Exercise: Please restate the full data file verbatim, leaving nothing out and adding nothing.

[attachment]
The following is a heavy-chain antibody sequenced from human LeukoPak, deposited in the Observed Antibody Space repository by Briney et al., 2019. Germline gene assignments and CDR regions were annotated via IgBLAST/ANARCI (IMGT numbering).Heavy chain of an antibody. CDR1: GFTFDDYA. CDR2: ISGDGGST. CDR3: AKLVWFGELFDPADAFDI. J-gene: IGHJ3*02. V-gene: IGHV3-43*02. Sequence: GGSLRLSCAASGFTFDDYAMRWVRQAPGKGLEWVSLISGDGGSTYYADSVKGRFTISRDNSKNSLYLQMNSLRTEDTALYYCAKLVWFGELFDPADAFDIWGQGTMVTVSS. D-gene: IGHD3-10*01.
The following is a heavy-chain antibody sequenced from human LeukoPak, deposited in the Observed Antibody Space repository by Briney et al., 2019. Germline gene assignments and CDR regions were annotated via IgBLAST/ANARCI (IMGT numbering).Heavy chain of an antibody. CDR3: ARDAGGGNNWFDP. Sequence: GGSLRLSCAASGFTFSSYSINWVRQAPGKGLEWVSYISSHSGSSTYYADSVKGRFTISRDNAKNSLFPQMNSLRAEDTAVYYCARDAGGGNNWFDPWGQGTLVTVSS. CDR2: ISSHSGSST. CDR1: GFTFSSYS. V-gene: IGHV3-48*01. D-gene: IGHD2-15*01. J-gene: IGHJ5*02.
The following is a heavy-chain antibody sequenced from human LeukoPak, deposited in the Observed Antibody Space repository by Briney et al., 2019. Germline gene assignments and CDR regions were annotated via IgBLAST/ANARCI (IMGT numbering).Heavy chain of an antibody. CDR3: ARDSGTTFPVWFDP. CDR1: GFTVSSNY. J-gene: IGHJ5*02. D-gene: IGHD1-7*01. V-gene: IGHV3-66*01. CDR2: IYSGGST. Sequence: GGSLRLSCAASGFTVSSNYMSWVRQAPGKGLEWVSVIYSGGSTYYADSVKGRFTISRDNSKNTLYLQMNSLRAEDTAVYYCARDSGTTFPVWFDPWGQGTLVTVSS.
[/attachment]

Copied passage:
The following is a heavy-chain antibody sequenced from human LeukoPak, deposited in the Observed Antibody Space repository by Briney et al., 2019. Germline gene assignments and CDR regions were annotated via IgBLAST/ANARCI (IMGT numbering).Heavy chain of an antibody. CDR1: GFTFDDYA. CDR2: ISGDGGST. CDR3: AKLVWFGELFDPADAFDI. J-gene: IGHJ3*02. V-gene: IGHV3-43*02. Sequence: GGSLRLSCAASGFTFDDYAMRWVRQAPGKGLEWVSLISGDGGSTYYADSVKGRFTISRDNSKNSLYLQMNSLRTEDTALYYCAKLVWFGELFDPADAFDIWGQGTMVTVSS. D-gene: IGHD3-10*01.
The following is a heavy-chain antibody sequenced from human LeukoPak, deposited in the Observed Antibody Space repository by Briney et al., 2019. Germline gene assignments and CDR regions were annotated via IgBLAST/ANARCI (IMGT numbering).Heavy chain of an antibody. CDR3: ARDAGGGNNWFDP. Sequence: GGSLRLSCAASGFTFSSYSINWVRQAPGKGLEWVSYISSHSGSSTYYADSVKGRFTISRDNAKNSLFPQMNSLRAEDTAVYYCARDAGGGNNWFDPWGQGTLVTVSS. CDR2: ISSHSGSST. CDR1: GFTFSSYS. V-gene: IGHV3-48*01. D-gene: IGHD2-15*01. J-gene: IGHJ5*02.
The following is a heavy-chain antibody sequenced from human LeukoPak, deposited in the Observed Antibody Space repository by Briney et al., 2019. Germline gene assignments and CDR regions were annotated via IgBLAST/ANARCI (IMGT numbering).Heavy chain of an antibody. CDR3: ARDSGTTFPVWFDP. CDR1: GFTVSSNY. J-gene: IGHJ5*02. D-gene: IGHD1-7*01. V-gene: IGHV3-66*01. CDR2: IYSGGST. Sequence: GGSLRLSCAASGFTVSSNYMSWVRQAPGKGLEWVSVIYSGGSTYYADSVKGRFTISRDNSKNTLYLQMNSLRAEDTAVYYCARDSGTTFPVWFDPWGQGTLVTVSS.